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Honesty Before Surgery: Why It’s Important to Tell Your Doctor the Truth



You’ve worked to get healthier, cut down on your drinking, and quit smoking the occasional cigarette you used to enjoy “once in a while.” At least, that’s what you’re telling people. We all want to present the best version of ourselves to the world, and you may hide some of your lingering bad habits from your family and friends.

However, the conversation you have with your doctor and anesthesiologist before surgery are not the time for euphemisms or half-truths.

“It may seem like an invasion of your privacy to share the details of your life,” says Michael B. Goldberg, M.D., a surgeon at Crozer Health. “But sharing those details can be important any time you’re having a major medical procedure, especially one that involves anesthesia.”

Your doctors have heard and seen virtually everything from their patients, so nothing you say will be shocking to them. Keep in mind that anything you say or share stays between you and your doctor.


Why Do They Ask So Many Personal Questions?

In addition to the standard questions about your medical history and past surgeries, your physicians may ask you some of these questions:

  • Do you currently smoke or have you smoked recently?
  • Do you drink alcohol and if so, how much?
  • Do you use any illegal or street drugs?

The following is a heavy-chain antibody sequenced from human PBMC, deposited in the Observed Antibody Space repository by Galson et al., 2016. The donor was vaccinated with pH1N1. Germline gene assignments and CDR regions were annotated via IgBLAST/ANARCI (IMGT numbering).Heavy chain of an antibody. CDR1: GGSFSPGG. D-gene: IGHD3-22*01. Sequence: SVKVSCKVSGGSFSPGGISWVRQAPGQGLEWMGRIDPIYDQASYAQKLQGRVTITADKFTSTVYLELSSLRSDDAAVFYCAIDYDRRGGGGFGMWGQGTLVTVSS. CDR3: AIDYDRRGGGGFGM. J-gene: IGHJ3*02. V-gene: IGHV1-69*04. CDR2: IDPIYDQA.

• What supplements do you take?

“We are not just being curious,” explains Dr. Goldberg. “The answers you give can affect your treatment while you’re in surgery and during recovery.”


How Certain Habits Affect Surgery

Smoking affects your body in many ways. Some of those effects are more significant than the effects of the prescription drug you may be taking. For example, smokers often have more problems with their lungs and breathing while they are under anesthesia. They are also more likely to need a ventilator after surgery due to the increased risk of breathing and lung problems.

Smokers may have more difficulty with healing after surgery and are at an increased risk of developing infections. Oxygen in the blood is essential for helping wounds heal but because smoking causes your blood to absorb nicotine and carbon monoxide, it can also lower blood oxygen levels.

Alcohol and illegal street drugs can also create complications during and after surgery. Regular alcohol and drug use may impair liver function. That can change how some medications and anesthesia affect the body. Your anesthesiologist should know about your history of substance use or abuse so they can modify the amount of anesthesia you receive during surgery.

Like smoking, alcohol and drug use can impair your immune system. This impairment can slow down the healing process and increase the risk for postoperative infection.

While being asked about your smoking, alcohol and drug use may seem obvious, being asked about supplement use may not be. However, supplements, particularly herbal supplements, can have a significant effect on your body. Just because they say “natural” or “herbal” on the bottle does not mean they are safe for surgery.

Some herbal supplements, such as gingko biloba, ginseng, and fish oil are thought to increase the risk of bleeding. Others, such as St. John’s wort, kava, and valerian root are sedating, which can increase the sedative effect of the anesthesia used during surgery. Additionally, many supplements interact with medications that may be used during surgery or prescribed afterward.

So before your next surgery, remember that honesty is always the best policy. It will give you the greatest chance for a successful outcome with the fewest possible complications.

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